5 reasons Houston should prioritize electric vehicle adoption in 2024
As urban populations increase and more vehicles hit the roads across the United States, the quality of the air is compromised, directly impacting health, environment, and quality of life ― especially for children, minorities, and other vulnerable populations. A 2023 study by Site Selection Group placed Houston at the vanguard of this trend, projecting the metro area to grow nearly 10 percent by 2028, eclipsing 8 million residents.
According to Evolve Houston, a nonprofit working to accelerate EV adoption by bringing together local public and private organizations, residents, and government, the transportation sector emits 47 percent of all greenhouse gas emissions in the Houston area.
In this context, electric vehicles offer a practical solution to mitigate the challenges posed by tailpipe emissions. Their adoption in urban settings has the potential to significantly improve air quality and enhance public health. It’s no wonder the upcoming Houston Auto Show will feature a dedicated EV Pavilion.
Here's a closer look at why Houston should be pushing for a more rapid transition to EVs:
- Children’s development is at stake: Early childhood is a critical period for brain development. However, toxic air pollutants can significantly inhibit this growth during these formative years. The consequences include impairing children’s cognitive capabilities in reading and math, akin to missing an entire month of elementary school.
- EVs counteract historical racial inequalities: Beyond being an environmental challenge, air pollution is a glaring racial and social justice issue. Areas with fewer White residents suffer almost triple the nitrogen dioxide levels compared to predominantly White zones, as highlighted by the National Academy of Sciences. Historically marginalized communities, often near major traffic corridors, endure heightened pollution exposure. Transitioning to EVs can help address these deeply ingrained environmental inequities.
- The health benefits are monumental: A brighter future awaits if EVs become mainstream. According to the American Lung Association, if all new vehicles sold by 2035 are zero-emission, the U.S. could see up to 89,300 fewer premature deaths by 2050. Additionally, asthma attacks might decline by 2 million, saving 10.7 million workdays and resulting in an incredible $978 billion in public health savings.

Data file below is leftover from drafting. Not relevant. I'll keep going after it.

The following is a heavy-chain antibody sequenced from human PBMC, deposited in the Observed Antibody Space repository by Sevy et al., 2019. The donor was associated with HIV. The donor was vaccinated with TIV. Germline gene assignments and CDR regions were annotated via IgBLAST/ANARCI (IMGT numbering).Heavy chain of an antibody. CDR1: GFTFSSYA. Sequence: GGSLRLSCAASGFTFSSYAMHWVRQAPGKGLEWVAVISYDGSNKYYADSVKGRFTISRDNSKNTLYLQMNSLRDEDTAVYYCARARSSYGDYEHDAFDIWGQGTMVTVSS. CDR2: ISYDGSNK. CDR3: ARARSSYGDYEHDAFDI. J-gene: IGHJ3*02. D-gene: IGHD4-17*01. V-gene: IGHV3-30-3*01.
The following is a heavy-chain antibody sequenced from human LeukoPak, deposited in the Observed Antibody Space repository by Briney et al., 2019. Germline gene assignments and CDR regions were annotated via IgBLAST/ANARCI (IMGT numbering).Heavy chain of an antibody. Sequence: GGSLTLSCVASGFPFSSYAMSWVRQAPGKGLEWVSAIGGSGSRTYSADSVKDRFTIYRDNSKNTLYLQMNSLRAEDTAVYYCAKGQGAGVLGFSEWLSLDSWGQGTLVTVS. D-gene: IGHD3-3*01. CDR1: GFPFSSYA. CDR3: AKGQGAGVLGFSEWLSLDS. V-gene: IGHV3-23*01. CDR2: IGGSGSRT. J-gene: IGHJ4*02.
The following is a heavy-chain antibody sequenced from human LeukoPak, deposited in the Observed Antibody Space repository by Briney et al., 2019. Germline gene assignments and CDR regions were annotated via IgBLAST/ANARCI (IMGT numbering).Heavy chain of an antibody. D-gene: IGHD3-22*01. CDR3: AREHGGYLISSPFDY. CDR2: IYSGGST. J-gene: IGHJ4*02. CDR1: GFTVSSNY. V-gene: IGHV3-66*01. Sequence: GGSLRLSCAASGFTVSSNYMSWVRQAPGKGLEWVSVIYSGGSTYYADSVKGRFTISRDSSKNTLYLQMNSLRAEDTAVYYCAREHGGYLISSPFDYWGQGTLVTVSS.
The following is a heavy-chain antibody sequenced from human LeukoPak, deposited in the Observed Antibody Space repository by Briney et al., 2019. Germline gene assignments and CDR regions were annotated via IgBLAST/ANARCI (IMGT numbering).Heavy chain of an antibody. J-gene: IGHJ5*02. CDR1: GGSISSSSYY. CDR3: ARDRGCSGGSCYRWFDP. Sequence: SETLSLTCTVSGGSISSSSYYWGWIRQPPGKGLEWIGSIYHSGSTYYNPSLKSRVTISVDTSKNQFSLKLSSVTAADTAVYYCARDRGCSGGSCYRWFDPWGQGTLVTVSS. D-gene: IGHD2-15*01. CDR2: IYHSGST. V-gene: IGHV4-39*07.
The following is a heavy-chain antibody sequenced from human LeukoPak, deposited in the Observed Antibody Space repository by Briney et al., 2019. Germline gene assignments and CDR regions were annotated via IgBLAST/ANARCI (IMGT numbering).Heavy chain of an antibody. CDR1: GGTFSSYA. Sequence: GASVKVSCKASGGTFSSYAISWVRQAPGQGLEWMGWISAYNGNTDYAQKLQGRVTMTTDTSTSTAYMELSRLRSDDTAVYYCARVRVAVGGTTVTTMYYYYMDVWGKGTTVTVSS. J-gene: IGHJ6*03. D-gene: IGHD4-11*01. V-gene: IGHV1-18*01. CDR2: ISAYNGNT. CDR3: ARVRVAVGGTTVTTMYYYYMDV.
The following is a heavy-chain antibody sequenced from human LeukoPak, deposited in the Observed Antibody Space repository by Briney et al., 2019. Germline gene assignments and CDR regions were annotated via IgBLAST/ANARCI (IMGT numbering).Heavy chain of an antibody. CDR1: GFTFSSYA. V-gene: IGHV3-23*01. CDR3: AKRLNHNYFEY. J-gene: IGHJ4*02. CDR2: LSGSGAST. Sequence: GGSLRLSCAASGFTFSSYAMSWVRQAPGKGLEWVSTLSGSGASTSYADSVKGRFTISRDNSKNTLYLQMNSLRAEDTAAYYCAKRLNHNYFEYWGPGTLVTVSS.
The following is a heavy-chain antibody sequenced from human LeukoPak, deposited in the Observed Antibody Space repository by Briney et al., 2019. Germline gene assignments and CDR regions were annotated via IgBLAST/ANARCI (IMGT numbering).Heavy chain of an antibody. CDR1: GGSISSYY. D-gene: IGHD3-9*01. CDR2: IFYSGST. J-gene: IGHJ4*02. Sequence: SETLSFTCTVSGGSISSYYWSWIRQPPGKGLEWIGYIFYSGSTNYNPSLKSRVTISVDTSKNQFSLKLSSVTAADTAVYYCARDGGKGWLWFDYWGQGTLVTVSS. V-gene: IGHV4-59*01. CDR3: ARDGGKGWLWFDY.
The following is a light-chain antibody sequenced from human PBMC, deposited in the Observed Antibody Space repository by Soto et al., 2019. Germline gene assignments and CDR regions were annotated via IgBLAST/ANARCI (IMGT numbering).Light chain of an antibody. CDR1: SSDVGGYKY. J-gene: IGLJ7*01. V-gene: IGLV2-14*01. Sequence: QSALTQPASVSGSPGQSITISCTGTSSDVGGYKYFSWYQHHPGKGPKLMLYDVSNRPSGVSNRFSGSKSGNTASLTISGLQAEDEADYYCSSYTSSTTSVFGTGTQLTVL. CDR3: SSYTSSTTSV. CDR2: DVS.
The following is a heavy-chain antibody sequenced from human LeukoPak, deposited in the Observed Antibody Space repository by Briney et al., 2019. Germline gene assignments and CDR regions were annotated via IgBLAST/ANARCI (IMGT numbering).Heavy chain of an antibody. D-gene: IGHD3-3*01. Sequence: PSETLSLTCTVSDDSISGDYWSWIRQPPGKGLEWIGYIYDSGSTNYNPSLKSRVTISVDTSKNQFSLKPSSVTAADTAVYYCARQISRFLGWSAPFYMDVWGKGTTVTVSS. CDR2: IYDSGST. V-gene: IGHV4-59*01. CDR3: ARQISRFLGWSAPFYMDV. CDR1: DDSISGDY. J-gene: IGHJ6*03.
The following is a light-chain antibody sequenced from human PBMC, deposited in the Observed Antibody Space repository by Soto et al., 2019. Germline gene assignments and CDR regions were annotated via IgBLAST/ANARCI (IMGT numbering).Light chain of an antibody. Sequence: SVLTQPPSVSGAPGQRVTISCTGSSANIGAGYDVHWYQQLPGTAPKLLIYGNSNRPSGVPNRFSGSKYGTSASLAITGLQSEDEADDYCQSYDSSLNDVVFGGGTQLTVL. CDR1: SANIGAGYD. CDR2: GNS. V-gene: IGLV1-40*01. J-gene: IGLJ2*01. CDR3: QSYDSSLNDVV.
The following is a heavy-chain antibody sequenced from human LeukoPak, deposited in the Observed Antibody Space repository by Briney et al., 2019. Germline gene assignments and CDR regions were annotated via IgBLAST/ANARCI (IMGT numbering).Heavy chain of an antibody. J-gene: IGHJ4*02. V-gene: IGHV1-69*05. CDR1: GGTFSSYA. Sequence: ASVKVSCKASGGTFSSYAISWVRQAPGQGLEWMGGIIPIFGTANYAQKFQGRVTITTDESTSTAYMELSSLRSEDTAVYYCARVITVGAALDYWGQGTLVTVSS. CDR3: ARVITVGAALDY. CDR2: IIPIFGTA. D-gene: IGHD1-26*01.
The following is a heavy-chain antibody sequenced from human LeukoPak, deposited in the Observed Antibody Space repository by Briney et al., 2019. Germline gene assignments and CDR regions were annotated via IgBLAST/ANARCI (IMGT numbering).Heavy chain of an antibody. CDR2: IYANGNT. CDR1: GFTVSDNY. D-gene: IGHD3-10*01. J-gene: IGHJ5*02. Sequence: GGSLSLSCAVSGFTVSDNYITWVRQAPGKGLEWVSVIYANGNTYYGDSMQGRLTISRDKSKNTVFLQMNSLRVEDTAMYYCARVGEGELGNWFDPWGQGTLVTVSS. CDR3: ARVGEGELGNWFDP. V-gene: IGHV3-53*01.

- Global success stories prove the benefits: The impact of mass EV adoption has already been demonstrated outside the U.S. For instance, Norway has seen a notable reduction in dangerous particle emissions since 87 percent of its new car sales are now fully electric. Likewise, California’s adoption of electric vehicles correlated with a 3.2% decrease in asthma-related ER visits between 2013 and 2019.
- Cities have the power and means to lead the way: Many global cities are trailblazers in the electric transition. New York City, with more than 4,000 government-owned EVs, is a prime example. Moreover, by electrifying their take-home fleets, cities can set a precedent for their communities. Seeing neighbors drive electric vehicles daily serves as a powerful endorsement, motivating nearby residents to make the switch. Incentives like public charging stations, free parking for EVs, rebates for home charger installations, reimbursing for charging at home, and reduced tolls, further bolster this movement.
Houstonians stand at a pivotal juncture. The choices made today concerning transportation will profoundly influence the health and well-being of residents tomorrow. The shift to electric vehicles is more than just an eco-friendly choice; it's a commitment to a brighter, cleaner future. By leading with action and vision, cities can create a legacy that upcoming generations will appreciate and thrive in.
Kate L. Harrison is the co-founder and head of marketing at MoveEV, an AI-backed EV transition company that helps organizations convert fleet and employee-owned gas vehicles to electric, and reimburse for charging at home.